J. Aitken-Christie, Helen E. Davies
A semi-automated micropropagation system was designed whereby shoot hedges could be grown in large, clear, autoclavable, polycarbonate containers(250x390 x120mm). Automatic addition and removal of liquid nutrients was controlled by peristaltic pumps and a programmable time clock. An aeration port was added to the container to accommodate pressure changes and to facilitate gas exchange. The container, tubing, and nutrient reservoirs could be autoclaved and all essential operations were carried out in a 'clean' room containing a laminar flow hepa-filtered work station. Problems with sterility were encountered under normal laboratory conditions and a reduction in container size and cleaner room were necessary. Shoot hedges of radiata pine and apple have been growing in separate large containers in the semi-automated system for 11 and 16 weeks to date, respectively. It remains to be determined whether semi-automated systems such as this, other automated or robotic systems, or combinations of these will be cheap and reliable for commercial micropropagation.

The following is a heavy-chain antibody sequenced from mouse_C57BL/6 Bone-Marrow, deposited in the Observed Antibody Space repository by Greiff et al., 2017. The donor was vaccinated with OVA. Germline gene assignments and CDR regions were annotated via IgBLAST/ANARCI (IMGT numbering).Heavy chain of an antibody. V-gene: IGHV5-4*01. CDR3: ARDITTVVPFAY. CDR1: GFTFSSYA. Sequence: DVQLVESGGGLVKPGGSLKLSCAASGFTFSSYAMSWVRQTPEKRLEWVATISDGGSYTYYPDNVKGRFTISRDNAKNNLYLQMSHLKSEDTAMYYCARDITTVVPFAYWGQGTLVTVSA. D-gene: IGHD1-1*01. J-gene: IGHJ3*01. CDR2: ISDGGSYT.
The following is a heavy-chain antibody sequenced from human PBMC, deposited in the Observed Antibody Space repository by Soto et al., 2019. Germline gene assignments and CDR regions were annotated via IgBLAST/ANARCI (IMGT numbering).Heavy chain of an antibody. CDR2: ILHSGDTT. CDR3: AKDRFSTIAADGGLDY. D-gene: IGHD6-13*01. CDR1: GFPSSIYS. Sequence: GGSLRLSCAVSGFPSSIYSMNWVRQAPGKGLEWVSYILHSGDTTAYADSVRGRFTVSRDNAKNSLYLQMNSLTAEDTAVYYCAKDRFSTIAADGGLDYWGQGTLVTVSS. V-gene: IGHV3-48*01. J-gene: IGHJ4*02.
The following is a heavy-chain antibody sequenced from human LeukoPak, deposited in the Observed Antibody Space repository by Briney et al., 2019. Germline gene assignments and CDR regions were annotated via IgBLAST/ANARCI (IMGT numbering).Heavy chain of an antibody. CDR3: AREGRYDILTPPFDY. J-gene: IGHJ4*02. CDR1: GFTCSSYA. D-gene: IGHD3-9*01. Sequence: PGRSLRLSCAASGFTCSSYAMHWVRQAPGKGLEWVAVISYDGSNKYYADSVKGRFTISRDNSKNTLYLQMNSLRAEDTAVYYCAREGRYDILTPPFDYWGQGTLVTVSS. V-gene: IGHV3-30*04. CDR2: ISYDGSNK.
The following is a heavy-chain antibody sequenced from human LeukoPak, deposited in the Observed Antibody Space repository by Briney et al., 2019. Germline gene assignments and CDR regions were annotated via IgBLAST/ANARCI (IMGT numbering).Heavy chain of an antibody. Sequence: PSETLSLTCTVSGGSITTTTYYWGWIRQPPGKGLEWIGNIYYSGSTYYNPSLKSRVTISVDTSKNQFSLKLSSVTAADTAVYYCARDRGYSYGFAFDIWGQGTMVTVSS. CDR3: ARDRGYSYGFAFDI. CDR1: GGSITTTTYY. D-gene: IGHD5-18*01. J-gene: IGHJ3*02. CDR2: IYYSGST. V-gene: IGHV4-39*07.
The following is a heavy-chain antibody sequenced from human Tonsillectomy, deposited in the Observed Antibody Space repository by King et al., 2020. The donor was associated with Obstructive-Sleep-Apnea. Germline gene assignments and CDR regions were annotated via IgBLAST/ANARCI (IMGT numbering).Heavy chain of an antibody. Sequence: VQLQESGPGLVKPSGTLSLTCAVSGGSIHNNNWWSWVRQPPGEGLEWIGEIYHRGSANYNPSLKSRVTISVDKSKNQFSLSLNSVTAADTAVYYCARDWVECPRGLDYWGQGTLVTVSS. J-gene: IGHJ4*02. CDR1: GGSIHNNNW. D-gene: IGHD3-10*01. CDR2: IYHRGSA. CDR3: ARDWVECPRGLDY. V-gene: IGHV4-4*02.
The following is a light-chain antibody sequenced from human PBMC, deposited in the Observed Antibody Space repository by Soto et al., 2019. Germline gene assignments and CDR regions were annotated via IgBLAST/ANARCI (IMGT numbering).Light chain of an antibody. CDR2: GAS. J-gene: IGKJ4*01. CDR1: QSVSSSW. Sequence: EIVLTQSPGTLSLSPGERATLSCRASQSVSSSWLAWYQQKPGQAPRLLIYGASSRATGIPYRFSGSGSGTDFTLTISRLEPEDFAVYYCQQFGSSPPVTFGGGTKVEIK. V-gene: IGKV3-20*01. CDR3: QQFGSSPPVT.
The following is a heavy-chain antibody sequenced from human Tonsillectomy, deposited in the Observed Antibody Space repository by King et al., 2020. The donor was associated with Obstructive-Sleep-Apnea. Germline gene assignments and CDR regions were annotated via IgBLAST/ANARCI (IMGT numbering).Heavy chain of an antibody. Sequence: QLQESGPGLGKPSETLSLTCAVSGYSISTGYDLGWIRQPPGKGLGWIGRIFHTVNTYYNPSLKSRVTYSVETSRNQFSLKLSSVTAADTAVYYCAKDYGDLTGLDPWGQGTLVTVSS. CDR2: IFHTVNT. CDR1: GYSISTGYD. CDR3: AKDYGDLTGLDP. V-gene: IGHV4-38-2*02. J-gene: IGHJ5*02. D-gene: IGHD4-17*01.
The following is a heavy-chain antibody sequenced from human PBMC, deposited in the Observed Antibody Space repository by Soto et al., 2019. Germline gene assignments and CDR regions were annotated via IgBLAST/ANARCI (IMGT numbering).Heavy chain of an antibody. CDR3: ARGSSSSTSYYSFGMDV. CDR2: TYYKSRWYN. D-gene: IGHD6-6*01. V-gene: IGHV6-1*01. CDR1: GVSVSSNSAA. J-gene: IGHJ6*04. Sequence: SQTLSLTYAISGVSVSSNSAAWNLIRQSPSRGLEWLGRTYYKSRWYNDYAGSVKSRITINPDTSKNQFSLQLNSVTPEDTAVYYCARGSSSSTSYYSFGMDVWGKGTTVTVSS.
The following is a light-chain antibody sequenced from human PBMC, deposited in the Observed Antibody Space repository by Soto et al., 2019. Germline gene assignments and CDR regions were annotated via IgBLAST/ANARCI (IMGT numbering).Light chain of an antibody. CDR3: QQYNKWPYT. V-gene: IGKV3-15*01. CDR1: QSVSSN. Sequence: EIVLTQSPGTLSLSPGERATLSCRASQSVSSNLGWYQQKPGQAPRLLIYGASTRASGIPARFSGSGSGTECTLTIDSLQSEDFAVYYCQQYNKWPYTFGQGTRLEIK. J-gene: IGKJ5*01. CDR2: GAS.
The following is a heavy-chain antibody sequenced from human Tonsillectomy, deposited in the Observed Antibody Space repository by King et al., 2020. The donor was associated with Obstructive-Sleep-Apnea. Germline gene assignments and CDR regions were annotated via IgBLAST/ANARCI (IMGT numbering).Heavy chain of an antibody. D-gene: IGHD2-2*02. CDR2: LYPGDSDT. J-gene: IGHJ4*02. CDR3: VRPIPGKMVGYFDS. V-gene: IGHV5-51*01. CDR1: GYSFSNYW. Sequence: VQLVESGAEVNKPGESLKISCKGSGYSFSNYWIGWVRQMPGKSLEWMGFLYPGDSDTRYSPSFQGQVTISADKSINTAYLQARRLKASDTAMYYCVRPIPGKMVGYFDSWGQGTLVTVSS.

Aitken-Christie, J. and Davies, Helen E. (1988). DEVELOPMENT OF A SEMI-AUTOMATED MICROPROPAGATION SYSTEM. Acta Hortic. 230, 81-88
DOI: 10.17660/ActaHortic.1988.230.7

Acta Horticulturae